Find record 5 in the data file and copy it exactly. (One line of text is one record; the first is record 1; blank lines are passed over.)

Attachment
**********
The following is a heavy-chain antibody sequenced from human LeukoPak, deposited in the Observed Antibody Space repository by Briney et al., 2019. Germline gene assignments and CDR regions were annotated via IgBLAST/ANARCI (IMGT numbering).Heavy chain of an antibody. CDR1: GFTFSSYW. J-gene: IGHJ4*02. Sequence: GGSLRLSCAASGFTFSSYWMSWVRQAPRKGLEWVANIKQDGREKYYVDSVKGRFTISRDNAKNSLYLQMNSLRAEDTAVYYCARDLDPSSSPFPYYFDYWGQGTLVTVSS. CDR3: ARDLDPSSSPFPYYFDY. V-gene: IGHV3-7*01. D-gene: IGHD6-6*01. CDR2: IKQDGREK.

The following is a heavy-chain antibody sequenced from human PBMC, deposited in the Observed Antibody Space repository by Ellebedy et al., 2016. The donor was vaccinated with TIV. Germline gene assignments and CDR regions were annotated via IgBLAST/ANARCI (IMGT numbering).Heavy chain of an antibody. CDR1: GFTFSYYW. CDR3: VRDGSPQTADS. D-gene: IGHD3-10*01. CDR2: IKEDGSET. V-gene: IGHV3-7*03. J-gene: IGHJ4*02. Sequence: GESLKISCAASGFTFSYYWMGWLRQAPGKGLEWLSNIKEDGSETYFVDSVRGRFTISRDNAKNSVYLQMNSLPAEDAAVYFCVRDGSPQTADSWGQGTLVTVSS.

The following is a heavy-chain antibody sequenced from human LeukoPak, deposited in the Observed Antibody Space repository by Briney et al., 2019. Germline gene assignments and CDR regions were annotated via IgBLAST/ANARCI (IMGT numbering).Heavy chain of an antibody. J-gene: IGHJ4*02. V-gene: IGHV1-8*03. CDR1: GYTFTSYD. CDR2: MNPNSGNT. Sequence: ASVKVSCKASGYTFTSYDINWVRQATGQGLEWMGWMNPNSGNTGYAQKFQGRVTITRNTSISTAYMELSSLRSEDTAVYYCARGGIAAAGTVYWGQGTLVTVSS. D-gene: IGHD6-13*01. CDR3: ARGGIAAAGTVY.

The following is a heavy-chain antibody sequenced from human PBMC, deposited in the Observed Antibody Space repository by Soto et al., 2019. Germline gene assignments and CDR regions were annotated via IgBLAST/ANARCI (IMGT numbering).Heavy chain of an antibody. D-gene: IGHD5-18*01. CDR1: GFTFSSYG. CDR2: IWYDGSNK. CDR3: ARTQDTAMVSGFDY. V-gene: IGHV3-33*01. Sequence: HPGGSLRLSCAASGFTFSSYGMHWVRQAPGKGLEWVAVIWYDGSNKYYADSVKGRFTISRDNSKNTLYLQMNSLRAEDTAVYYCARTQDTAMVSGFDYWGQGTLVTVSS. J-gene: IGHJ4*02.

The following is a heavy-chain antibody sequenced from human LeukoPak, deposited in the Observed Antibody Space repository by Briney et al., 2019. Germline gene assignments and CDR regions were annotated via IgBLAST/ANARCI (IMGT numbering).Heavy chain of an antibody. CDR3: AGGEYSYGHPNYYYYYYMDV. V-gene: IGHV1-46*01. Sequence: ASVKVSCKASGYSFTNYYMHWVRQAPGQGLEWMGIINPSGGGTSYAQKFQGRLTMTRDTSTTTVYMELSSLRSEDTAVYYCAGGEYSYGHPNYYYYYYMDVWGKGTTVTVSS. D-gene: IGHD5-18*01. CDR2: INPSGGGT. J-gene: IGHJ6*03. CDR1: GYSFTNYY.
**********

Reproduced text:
The following is a heavy-chain antibody sequenced from human LeukoPak, deposited in the Observed Antibody Space repository by Briney et al., 2019. Germline gene assignments and CDR regions were annotated via IgBLAST/ANARCI (IMGT numbering).Heavy chain of an antibody. CDR3: AGGEYSYGHPNYYYYYYMDV. V-gene: IGHV1-46*01. Sequence: ASVKVSCKASGYSFTNYYMHWVRQAPGQGLEWMGIINPSGGGTSYAQKFQGRLTMTRDTSTTTVYMELSSLRSEDTAVYYCAGGEYSYGHPNYYYYYYMDVWGKGTTVTVSS. D-gene: IGHD5-18*01. CDR2: INPSGGGT. J-gene: IGHJ6*03. CDR1: GYSFTNYY.